Heidelberg Catechism Sermons: Lord's Day 23

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Presented Feb. 11/01 by Dr. J. Faber
Canadian Reformed Church of Smithville, Ontario
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Scripture Reading:
2 Cor 5: 1- 6: 2

Theme:
Our Justification

1. The Meaning of Justification
2.The Manner of Justification
3. The Means of Justification

Dr. Jelle Faber

LORD'S DAY 23

59.   Q.  But what does it help you now that you believe all this?
 
A.  In Christ I am righteous before God and heir to life everlasting.1

1 Hab 2:4; Jn 3:36; Rom 1:17; 5:1, 2.
 

60.   Q.  How are you righteous before God?
 
A.  Only by true faith in Jesus Christ.1 Although my conscience accuses me that I have grievously sinned against all God's commandments, have never kept any of them,2 and am still inclined to all evil,3 yet God, without any merit of my own,4 out of mere grace,5 imputes to me the perfect satisfaction, righteousness, and holiness of Christ.6 He grants these to me as if I had never had nor committed any sin, and as if I myself had accomplished all the obedience which Christ has rendered for me,7 if only I accept this gift with a believing heart.8

1 Rom 3:21-28; Gal 2:16; Eph 2:8, 9; Phil 3:8-11. 2 Rom 3:9, 10. 3 Rom 7:23. 4 Deut 9:6; Ezek 36:22; Tit 3:4, 5. 5 Rom 3:24; Eph 2:8. 6 Rom 4:3-5; 2 Cor 5:17-19; 1 Jn 2:1, 2. 7 Rom 4:24, 25; 2 Cor 5:21. 8 Jn 3:18; Acts 16:30, 31; Rom 3:22.
 

61.   Q.  Why do you say that you are righteous only by faith?
 
A.  Not that I am acceptable to God on account of the worthiness of my faith, for only the satisfaction, righteousness, and holiness of Christ is my righteousness before God.1 I can receive this righteousness and make it my own by faith only.2

1 1 Cor 1:30, 31; 2:2. 2 Rom 10:10; 1 Jn 5:10-12.


The Heidelberg Catechism was written in Heidelberg at the request of Elector Frederick III, ruler of the most influential German province, the Palatinate, from 1559 to 1576. This pious Christian prince commissioned Zacharius Ursinus, twenty-eight years of age and professor of theology at the Heidelberg University, and Caspar Olevianus, twenty-six years old and Frederick's court preacher, to prepare a catechism for instructing the youth and for guiding pastors and teachers.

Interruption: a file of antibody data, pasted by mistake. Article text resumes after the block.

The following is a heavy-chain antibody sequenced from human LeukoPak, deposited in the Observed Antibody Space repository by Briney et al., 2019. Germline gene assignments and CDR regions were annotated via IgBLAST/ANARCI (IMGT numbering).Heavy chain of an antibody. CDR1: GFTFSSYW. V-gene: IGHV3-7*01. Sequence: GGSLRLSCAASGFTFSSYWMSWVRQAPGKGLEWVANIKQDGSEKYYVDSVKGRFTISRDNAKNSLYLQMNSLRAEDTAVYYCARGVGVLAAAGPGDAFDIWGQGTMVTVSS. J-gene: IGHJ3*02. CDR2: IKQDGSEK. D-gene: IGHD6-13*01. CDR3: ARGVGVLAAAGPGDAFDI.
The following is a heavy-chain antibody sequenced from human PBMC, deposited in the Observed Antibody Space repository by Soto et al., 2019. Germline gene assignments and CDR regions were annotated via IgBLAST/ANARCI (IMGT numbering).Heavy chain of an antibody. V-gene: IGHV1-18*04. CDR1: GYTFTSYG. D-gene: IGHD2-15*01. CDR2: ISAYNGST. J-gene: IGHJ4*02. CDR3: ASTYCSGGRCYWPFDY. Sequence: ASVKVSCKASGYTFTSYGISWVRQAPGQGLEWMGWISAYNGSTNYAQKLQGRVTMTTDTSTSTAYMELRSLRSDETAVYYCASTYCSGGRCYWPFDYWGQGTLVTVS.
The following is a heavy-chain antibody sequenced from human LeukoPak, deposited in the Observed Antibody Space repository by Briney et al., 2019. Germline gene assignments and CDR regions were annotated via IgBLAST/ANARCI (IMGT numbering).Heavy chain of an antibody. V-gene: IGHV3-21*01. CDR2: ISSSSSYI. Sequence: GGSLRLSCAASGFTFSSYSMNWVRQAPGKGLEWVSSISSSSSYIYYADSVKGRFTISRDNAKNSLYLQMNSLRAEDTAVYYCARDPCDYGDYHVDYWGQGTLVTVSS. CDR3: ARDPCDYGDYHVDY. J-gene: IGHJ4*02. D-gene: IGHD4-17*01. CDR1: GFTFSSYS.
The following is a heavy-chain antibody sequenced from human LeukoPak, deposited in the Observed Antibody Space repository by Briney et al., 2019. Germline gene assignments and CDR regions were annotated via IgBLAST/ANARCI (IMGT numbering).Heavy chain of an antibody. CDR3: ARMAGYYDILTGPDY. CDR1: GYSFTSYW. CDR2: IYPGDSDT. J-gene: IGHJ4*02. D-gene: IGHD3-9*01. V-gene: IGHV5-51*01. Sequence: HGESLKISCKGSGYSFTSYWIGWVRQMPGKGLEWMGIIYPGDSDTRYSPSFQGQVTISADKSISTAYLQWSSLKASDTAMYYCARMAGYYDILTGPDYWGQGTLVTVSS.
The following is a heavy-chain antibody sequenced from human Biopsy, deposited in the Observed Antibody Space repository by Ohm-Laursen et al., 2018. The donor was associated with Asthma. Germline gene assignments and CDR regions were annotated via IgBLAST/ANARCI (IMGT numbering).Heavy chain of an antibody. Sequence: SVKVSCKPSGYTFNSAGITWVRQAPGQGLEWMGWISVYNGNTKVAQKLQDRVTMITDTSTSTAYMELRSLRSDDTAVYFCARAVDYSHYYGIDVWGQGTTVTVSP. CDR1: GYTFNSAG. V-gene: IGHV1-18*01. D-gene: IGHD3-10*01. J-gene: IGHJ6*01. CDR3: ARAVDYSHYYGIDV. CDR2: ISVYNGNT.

Frederick obtained the advice and cooperation of the entire theological faculty in the preparation of the Catechism. The Heidelberg Catechism was adopted by a Synod in Heidelberg and published in German with a preface by Frederick III, dated January 19, 1563. A second and third German edition, each with some small additions, as well as a Latin translation were published in Heidelberg in the same year. The Catechism was soon divided into fifty-two sections, so that a section of the Catechism could be explained to the churches each Sunday of the year.

In the Netherlands this Heidelberg Catechism became generally and favourably known almost as soon as it came from the press, mainly through the efforts of Petrus Dathenus, who translated it into the Dutch language and added this translation to his Dutch rendering of the Genevan Psalter, which was published in 1566. In the same year Peter Gabriel set the example of explaining this catechism to his congregation at Amsterdam in his Sunday afternoon sermons.

The National Synods of the sixteenth century adopted it as one of the Three Forms of Unity, requiring office-bearers to subscribe to it and ministers to explain it to the churches. These requirements were strongly emphasized by the great Synod of Dort in 1618-19. The Heidelberg Catechism has been translated into many languages and is the most influential and the most generally accepted of the several catechisms of Reformation times.

The Heidelberg Catechism